Mr. Z.W is a 32-year-old male with no previous medical history, or any known history of keratoconus in the family. He complained of a progressive decrease in visual acuity in both eyes for the past few months. He sleeps on his stomach.
His Refraction at the first visit was : Right eye (RE): 20/20 -5 (-1.5 x 10 °) and Left eye (LE) 20/20 -4 (-3.25 x 160 °).
Slit lamp examination revealed signs of keratoconus with Fleischer rings in both eyes (Fleischer rings are pigmented rings in the peripheral cornea, resulting from iron deposition in basal epithelial cells, in the form of hemosiderin) .
Corneal topography revealed bilateral moderate keratoconus, more pronounced in the left eye.
His wife who was present at the consultation informed us that she had witnessed Mr W.V rubbing his eyes frequently in front of the computer, after the shower and in the evenings at bedtime. He spends long hours in front of the computer screen, and works late into the night.
We strongly advised this patient to stop rubbing his eyes, and explained to him that this habit was the root cause of the corneal deformation in his case.
Here are pictures of the patient rubbing his eyes and his profiles
Patient rubbing his eyes (inferior part) with knuckles
Difference maps were performed at each subsequent visit. No evolution has been observed between the first and last visits. The keratoconus is stable over the first 9 months of follow-up .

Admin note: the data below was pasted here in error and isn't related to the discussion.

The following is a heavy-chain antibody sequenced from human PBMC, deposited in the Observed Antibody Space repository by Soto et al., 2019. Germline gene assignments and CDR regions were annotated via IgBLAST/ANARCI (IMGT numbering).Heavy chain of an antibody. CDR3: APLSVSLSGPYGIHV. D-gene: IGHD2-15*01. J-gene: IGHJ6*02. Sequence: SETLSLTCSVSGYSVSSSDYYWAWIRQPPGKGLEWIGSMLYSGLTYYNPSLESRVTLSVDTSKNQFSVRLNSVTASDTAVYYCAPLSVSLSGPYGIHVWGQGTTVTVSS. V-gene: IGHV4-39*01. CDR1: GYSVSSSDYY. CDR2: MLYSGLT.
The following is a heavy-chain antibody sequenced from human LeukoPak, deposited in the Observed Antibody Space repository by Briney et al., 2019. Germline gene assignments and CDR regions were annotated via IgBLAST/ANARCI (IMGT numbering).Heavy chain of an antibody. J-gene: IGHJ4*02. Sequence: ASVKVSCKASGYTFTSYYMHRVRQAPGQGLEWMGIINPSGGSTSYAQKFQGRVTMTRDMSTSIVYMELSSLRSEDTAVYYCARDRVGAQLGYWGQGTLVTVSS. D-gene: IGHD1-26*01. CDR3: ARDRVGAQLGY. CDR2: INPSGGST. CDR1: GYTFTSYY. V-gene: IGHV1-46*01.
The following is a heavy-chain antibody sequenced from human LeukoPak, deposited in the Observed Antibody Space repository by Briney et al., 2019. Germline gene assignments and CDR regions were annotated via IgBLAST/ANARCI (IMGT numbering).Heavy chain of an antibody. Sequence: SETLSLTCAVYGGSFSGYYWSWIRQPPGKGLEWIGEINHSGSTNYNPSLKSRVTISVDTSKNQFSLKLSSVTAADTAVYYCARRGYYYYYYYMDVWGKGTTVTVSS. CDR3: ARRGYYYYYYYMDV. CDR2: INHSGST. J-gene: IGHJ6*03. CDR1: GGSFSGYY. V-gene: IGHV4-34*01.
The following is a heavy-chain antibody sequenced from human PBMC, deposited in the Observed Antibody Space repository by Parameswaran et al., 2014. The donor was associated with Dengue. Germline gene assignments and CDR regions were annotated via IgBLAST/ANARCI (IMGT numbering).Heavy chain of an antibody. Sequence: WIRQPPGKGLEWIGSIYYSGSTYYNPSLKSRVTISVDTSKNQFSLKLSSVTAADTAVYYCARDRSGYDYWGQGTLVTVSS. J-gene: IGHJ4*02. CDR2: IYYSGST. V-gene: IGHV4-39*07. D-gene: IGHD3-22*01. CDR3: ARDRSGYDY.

This patient stopped rubbing eyes since the first consultation where he had received proper information on the causal link between eye rubbing and keratoconus genesis.
This case is another example where eye rubbing is not associated with or induced by allergy, but is instead a consequence of visual fatigue from late night work and extended hours of computer work. The visual fatigue is often associated with dry eye, and relieved by eye rubbing, as described by the many patients in this website. It is sometimes necessary to obtain the testimony of the relatives during the consultation, because some patients may not be fully aware of their eye rubbing habits. This is why it is important to arrange a review one month after the first examination. At that point, the patient would have most likely become aware of his practices and the importance to stop eye rubbing.
The repeated and sustained friction inflicted by eye rubbing is directly responsible for pathological remodeling of the cornea which evolves into a permanent deformation. Therefore, suppression of eye rubbing and concomitant dry eye treatment are often sufficient to prevent the development and progression of keratoconus.